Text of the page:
$\begin{array}{c}\hfill d\left(a,b\right)=3t>2t=d\left(a,c\right)+d\left(c,b\right).\end{array}$

Consider the following mappings $f,g:X\to X$.

$\begin{array}{c}\hfill f=\left(\begin{array}{ccccc}a& b& c& \mathit{\delta }& e\\ c& c& c& a& c\end{array}\right)\phantom{\rule{2em}{0ex}}g=\left(\begin{array}{ccccc}a& b& c& \mathit{\delta }& e\\ a& a& c& \mathit{\delta }& a\end{array}\right).\end{array}$

Then $f\left(X\right)=\left\{a,c\right\}\subset \left\{a,c,\mathit{\delta }\right\}=g\left(X\right)$. Take the function $\mathit{\beta }\in \mathcal{S}$ defined by $\mathit{\beta }\left(t\right)={e}^{-t}$ for $t>0$ and $\mathit{\beta }\left(0\right)\in \left[0,1\right)$. Let us check that $f,g$ satisfy contractive condition (3.1) of Theorem 1. Let $x,y\in X$ with $x\ne y$ and consider the following possible cases:

${1}^{\circ }$$x,y\in \left\{a,b,c,e\right\}$. Then $fx=fy=c$ and $d\left(fx,fy\right)=0$. Hence, (3.1) trivially holds.

${2}^{\circ }$$x\in \left\{a,b,e\right\}$, $y=\mathit{\delta }$. Then $fx=c$, $fy=a$ and $d\left(fx,fy\right)=t$; $gx=a$, $gy=\mathit{\delta }$ and $d\left(gx,gy\right)=2t$. Hence,

$\begin{array}{c}\hfill d\left(fx,fy\right)=t<{e}^{-2t}·2t=\mathit{\beta }\left(2t\right)·2t=\mathit{\beta }\left(d\left(gx,gy\right)\right)d\left(gx,gy\right),\end{array}$

since $1<{e}^{-2t}·2$.

${3}^{\circ }$$x=c$, $y=\mathit{\delta }$. Then $fx=c$, $fy=a$ and $d\left(fx,fy\right)=t$; $gx=c$, $gy=\mathit{\delta }$ and $d\left(gx,gy\right)=2t$. Hence, the inequality (3.1) is again satisfied.

All the conditions of Theorem 1 are satisfied and $f$ and $g$ have a unique point of coincidence (which is $c$). $c$ is also their unique common fixed point.

Taking $g={i}_{X}$, we get the following variant of Geraghty-theorem in generalized metric spaces.

### Corollary 1

Let$\left(X,d\right)$be a complete g.m.s. and let$f:X\to X$be a self map. If, for some function$\mathit{\beta }\in \mathcal{S}$,

$\begin{array}{c}\hfill d\left(fx,fy\right)\le \mathit{\beta }\left(d\left(x,y\right)\right)d\left(x,y\right)\end{array}$

holds for all$x,y\in X$,then$f$has a unique fixed point $z$.Moreover, for each${x}_{0}\in X$,the corresponding Picard sequence$\left\{{x}_{n}\right\}$converges to $z$.

### Remark 1

Taking $\mathit{\beta }\left(t\right)=\mathit{\lambda }\in \left(0,1\right)$ in the previous corollary, we get the Banach contraction principle in generalized metric spaces, proved without the assumption that the space is Hausdorff and/or that the function $d$ is continuous. In a similar way, most of the results from the papers [1, 4, 710, 12, 14, 19, 20, 25, 27] can be proved without the assumption of Hausdorffness.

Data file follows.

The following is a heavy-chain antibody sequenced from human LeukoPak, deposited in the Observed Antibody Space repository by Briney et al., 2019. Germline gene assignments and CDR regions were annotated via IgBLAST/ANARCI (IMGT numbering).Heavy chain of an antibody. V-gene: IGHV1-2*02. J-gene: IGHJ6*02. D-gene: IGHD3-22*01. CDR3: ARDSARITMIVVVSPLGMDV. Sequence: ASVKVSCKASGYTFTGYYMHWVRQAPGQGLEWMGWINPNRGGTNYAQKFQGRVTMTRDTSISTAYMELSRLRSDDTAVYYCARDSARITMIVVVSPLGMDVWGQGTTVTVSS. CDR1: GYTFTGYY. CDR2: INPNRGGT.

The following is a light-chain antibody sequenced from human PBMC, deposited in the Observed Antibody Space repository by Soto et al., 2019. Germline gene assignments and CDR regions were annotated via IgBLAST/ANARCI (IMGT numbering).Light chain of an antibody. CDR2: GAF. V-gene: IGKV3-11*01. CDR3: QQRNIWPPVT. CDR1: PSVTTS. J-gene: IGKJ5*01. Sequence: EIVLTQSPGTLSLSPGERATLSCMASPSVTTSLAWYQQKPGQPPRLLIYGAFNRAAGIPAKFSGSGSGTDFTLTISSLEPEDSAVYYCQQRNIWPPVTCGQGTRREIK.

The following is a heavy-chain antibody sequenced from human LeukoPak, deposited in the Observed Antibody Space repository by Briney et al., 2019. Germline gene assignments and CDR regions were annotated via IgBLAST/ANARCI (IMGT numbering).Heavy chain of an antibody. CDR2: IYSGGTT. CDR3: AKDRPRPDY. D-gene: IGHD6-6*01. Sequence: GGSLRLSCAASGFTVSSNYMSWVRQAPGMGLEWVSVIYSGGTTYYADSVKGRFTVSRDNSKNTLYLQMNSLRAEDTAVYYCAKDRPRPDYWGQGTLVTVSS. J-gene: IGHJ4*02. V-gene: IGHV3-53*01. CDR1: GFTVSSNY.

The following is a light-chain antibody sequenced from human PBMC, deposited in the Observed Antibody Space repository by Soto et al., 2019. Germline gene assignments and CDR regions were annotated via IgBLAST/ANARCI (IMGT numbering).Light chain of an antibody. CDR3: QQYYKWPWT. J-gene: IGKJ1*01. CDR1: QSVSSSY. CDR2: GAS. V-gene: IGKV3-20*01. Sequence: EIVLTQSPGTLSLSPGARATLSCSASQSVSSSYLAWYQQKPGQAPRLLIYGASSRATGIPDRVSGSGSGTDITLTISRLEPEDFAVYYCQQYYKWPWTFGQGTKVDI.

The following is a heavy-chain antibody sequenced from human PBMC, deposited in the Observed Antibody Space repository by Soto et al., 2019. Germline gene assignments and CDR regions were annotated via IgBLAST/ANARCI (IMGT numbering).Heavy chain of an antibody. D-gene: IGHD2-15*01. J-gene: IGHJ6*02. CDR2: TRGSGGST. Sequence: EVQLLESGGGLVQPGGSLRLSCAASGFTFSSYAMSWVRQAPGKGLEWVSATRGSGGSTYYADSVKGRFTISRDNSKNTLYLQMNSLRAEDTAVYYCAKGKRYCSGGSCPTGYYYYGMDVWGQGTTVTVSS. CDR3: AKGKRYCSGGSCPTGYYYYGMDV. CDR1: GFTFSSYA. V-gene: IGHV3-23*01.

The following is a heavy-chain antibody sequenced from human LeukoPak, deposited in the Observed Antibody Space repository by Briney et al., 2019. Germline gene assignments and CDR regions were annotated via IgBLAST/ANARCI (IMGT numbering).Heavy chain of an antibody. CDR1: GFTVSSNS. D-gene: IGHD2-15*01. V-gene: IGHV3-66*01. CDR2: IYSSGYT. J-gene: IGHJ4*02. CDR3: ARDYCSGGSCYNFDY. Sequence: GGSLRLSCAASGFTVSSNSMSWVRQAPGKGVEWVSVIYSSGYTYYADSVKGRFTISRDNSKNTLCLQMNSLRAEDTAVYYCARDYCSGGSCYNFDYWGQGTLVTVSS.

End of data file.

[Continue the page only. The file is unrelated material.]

### Remark 2

It is easy to see that the result of Theorem 1 remains valid if the inequality (3.1) is replaced by the following one

$\begin{array}{c}\hfill d\left(fx,fy\right)\le \mathit{\beta }\left(M\left(x,y\right)\right)M\left(x,y\right),\end{array}$

where $M\left(x,y\right)=max\left\{d\left(gx,gy\right),d\left(gx,fx\right),d\left(gy,fy\right)\right\}$.

### Altering distance functions

Recall (see [34]) that a mapping $\mathit{\psi }:\left[0,+\infty \right)\to \left[0,+\infty \right)$ is called an altering distance function if:

1. (i)

$\mathit{\psi }$ is increasing and continuous,

2. (ii)

$\mathit{\psi }\left(t\right)=0$ iff $t=0$.

The following theorem is a g.m.s. version of the main result from [34]. Its proof completely follows the lines of proof of Theorem 1 and hence it is omitted.

### Theorem 2

Let$\left(X,d\right)$be a g.m.s. and let$f,g:X\to X$be two self maps such that$f\left(X\right)\subseteq g\left(X\right)$,one of these two subsets of$X$being complete. If, for some altering distance function$\mathit{\psi }$and some$c\in \left[0,1\right)$,

$\begin{array}{c}\hfill \mathit{\psi }\left(d\left(fx,fy\right)\right)\le c\mathit{\psi }\left(d\left(gx,gy\right)\right)\end{array}$
(3.4)

holds for all$x,y\in X$,then$f$and$g$have a unique point of coincidence. If, moreover, $f$and$g$are weakly compatible, then they have a unique common fixed point.

### Corollary 2